"The idea that Mayo says, 'Well, we're not gonna put it in a probable cause affidavit because we can't' is nonsense," said Spike Eickholt, the ACLU of Nebraska's lobbyist who also disputed Mayo's claim that ACLU of Nebraska drafted the privacy act.

"If they're using this as a part of a criminal investigation, the law allows it," he said. "This was a thoughtful bill that did strike that balance. And, thankfully, we have it. Because, otherwise, it'd be anything goes. I mean, the cities could do whatever they wanted to do and there wouldn't be (a limit) at all."

The law's language surrounding disclosure is muddled.

The act dictates that no captured plate data or evidence derived from the data can be disclosed as evidence in a court setting, "if the disclosure of that information would be in violation of the Automatic License Plate Reader Privacy Act." But it's unclear when such a disclosure would violate the law, or if the act actually prohibits law enforcement from noting the use of license plate readers in public records.

The secrecy surrounding law enforcement's use of plate readers only adds to the inherent angst that opponents of the devices have expressed since their introduction in Nebraska.

When the initial draft of the privacy act was first heard before a legislative committee in January 2016, Hansen warned that the readers could be used to "compile an extensive list of where citizens go, and that could be used to re-create their day-to-day habits," pointing to cases in Boston and Canada where police had either abused the technology or mishandled the data collected.

Both Houchin and Mayo dismissed such concerns, pointing to the "checks and balances" instituted by both internal policies and the 2018 law while touting the crime-solving benefits the technology provides.

"I know a lot of people believe that you get all this information when they (drive) by, that, 'Oh, you'll know who I am, where I live and what I'm doing and all this stuff,' but it's just not true," Houchin said.

The privacy act placed broad restrictions on when law enforcement can search for a specific license plate, allowing police to seek plates connected to outstanding traffic or parking violations, vehicle registration violations, stolen vehicles, missing or endangered people, people with outstanding warrants or "a vehicle that is relevant ... to an ongoing criminal investigation."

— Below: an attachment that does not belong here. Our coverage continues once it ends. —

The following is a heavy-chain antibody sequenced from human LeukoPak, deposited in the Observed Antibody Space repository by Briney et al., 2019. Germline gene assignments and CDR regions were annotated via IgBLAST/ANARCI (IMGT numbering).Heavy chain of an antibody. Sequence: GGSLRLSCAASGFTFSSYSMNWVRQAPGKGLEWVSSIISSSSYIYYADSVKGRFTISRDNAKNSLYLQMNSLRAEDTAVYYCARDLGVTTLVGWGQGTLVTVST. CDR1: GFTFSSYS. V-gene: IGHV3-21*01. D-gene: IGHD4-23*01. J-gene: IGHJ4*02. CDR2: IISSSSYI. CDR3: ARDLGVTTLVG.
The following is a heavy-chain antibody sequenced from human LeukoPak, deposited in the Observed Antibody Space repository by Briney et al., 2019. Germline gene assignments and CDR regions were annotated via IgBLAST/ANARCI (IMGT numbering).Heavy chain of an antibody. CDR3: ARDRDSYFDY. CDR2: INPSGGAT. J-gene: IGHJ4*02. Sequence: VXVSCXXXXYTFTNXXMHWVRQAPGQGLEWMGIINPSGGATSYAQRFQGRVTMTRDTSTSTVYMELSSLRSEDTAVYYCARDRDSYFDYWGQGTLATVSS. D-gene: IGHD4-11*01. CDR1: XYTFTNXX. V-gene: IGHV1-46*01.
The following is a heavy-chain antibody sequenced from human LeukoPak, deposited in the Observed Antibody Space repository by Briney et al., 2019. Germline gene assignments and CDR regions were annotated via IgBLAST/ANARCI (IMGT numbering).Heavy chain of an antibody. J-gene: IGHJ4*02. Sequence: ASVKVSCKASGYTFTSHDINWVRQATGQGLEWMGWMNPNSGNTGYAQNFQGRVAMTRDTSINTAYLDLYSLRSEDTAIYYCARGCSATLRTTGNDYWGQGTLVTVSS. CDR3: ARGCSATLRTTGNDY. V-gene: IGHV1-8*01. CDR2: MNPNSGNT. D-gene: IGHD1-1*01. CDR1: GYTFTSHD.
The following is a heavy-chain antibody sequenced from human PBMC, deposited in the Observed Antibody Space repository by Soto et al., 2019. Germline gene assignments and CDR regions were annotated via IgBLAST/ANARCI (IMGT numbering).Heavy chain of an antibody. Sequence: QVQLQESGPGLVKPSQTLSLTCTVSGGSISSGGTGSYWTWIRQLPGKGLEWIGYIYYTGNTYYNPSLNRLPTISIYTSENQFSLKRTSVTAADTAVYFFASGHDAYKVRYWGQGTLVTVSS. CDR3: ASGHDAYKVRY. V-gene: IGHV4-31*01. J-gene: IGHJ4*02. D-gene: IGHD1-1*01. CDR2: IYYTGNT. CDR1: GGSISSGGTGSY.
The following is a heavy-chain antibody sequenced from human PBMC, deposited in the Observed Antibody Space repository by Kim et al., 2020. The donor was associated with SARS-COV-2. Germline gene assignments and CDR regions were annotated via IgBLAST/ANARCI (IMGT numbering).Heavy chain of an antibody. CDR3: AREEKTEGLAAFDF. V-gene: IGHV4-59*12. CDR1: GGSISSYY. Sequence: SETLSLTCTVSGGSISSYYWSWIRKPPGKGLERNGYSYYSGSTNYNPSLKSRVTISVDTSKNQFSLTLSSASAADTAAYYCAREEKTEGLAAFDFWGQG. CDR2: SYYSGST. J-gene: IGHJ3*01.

Despite those wide statutory limitations, Houchin and Mayo — and Swicord in Seward County — all insisted their agencies used the systems sparingly and responsibly, pointing to the arrests of suspects in sex-trafficking cases, homicides and other felonies.

None of the four people arrested in the Grand Island fraud case were charged with felonies in Lancaster County, though Houchin said he expected they would be when he announced their arrest.

"You need a doggone good reason why you need to be on it," Houchin said of the plate reader system, which can be accessed by about a dozen of the sheriff office's 84 sworn deputies.

Though he acknowledged the public safety value of plate readers and said the state's law enforcement officials were largely well-intended, Eickholt is not convinced of the technology's worth, nor of law enforcement's ardent defense of its use.

"The idea that the public should just trust law enforcement to do what's right is somewhat troubling, right?" Eickholt said.

"We should be concerned because this information can allow law enforcement officials to find out a lot of stuff about certain people," he added. "All they need is a plate number."

Already, at least two of the six Nebraska law enforcement agencies deploying plate readers have strayed from the reporting requirements outlined in the privacy act, which requires they submit an annual report to the Nebraska Commission on Law Enforcement and Justice summarizing their practices and use of the plate readers.

In Lancaster County, the sheriff's office has not submitted a report since June 2019. The Seward County Sheriff's Office — which began using plate readers in early 2019 — has never submitted an annual report to the crime commission.

"(The privacy act) gives agencies the responsibility to send them in, but there is no stated penalty for not submitting the reports," said Don Arp, the executive director of the crime commission, which did not have a webpage dedicated to publishing the existing reports until after the Journal Star inquired about the requirement in late August.

"There are penalties for violating other portions of the act, but not reporting," Arp said in an email.

York County's sheriff's office and the Omaha Airport Authority police have each so far been compliant with the reporting requirement. The police departments in Bellevue and Kearney each began a plate reader pilot program in July. Their annual reports won't be due until next summer.